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March 26, 2017 

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JOINT DEMAND: Demand for two or more commodities that are either complements-in-consumption or complements-in-production. Joint demand results because two or more commodities are used together either to satisfy wants and needs or to produce goods and services. Because the commodities are used jointly, the demand for one good is necessarily based on the use and availability of another good. If, for example, you enjoy milk and brownies as complements-in-consumption, but the bakery is out of brownies, then your demand for milk is also likely to decline.

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EXPORTS: The sale of goods to a foreign country. The United States, for example, sells a lot of the stuff produced within our boundaries to other countries, including wheat, beef, cars, furniture, and, well, almost every variety of product you care to name. In general, domestic producers (and their workers) are elated with the prospect of selling their goods to foreign countries--leading to more buyers, a higher price, and more profit. The higher price, however, is bad for domestic consumers. In that domestic consumers tend to have far less political clout than producers, very few criticisms of exports can be heard. On the positive side, though, exports do tend to add to the multiplicative, cumulatively reinforcing expansion of production and income (that is, the multiplier).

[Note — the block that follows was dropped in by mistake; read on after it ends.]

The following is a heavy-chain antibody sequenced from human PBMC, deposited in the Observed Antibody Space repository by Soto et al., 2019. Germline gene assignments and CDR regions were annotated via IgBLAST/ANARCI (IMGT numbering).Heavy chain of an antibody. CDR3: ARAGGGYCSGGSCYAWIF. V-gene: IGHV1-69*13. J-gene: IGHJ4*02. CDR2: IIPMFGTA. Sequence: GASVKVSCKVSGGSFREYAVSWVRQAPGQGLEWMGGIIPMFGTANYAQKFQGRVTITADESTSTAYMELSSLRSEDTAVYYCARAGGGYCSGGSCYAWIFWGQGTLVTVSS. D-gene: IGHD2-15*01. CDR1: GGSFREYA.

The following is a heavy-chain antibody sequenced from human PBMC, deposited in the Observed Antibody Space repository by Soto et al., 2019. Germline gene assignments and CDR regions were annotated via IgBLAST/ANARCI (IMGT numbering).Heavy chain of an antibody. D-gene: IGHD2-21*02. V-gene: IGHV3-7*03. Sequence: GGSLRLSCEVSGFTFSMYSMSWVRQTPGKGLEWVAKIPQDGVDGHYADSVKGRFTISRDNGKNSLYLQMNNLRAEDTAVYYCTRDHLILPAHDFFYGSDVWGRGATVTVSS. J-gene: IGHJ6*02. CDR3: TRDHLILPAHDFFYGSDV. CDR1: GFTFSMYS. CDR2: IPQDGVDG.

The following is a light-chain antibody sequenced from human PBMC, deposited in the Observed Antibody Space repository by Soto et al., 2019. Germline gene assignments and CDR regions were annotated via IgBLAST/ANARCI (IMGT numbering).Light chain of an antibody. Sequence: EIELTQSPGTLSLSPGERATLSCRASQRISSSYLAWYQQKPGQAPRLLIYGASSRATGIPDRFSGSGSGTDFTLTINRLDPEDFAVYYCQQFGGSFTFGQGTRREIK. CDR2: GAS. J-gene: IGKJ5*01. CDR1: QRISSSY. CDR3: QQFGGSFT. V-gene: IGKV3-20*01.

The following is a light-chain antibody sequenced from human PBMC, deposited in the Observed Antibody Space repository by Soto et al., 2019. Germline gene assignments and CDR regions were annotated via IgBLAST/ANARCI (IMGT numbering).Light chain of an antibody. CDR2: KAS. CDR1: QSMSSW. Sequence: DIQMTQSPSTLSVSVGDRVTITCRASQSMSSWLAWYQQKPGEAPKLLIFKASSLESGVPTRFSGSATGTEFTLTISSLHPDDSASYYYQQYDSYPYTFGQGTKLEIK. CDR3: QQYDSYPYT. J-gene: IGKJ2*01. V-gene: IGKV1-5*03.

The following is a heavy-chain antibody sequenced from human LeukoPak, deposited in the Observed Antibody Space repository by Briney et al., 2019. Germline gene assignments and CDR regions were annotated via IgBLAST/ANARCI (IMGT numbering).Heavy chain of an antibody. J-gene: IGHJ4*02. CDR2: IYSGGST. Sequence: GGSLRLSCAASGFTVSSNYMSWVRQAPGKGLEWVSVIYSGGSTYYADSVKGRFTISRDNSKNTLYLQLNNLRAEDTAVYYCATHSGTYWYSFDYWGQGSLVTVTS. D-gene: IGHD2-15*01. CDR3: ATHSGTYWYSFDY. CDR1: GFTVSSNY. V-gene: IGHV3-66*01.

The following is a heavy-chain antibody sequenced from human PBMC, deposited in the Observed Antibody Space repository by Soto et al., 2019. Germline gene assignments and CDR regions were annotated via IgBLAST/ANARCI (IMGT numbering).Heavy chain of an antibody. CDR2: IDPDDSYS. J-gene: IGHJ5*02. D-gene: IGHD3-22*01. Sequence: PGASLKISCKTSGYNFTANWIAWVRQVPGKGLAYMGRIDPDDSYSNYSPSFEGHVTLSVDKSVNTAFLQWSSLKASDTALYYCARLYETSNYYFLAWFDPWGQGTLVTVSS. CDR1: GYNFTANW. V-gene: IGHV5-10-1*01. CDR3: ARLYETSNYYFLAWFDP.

See also | foreign sector | domestic | foreign trade | import | net exports | balance of trade | free trade | trade barriers | quota | comparative advantage | competition |


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EXPORTS, AmosWEB GLOSS*arama, http://www.AmosWEB.com, AmosWEB LLC, 2000-2017. [Accessed: March 26, 2017].


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UTILITARIANISM

A philosophical view that the value or worth of an action depends on the amount of pleasure it generates or the amount of pain it prevents, or in economic terms, the amount of utility generated. Utilitarianism, although dating back to the early Greek philosophers, is largely attributable to the work of Jeremy Bentham and John Stuart Mill. This philosophy played a major role in the development of modern consumer demand theory and utility analysis.

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APLS

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Personal Income
November 2016
$16,233.8 billion
Up 0.1% from Oct. 2016

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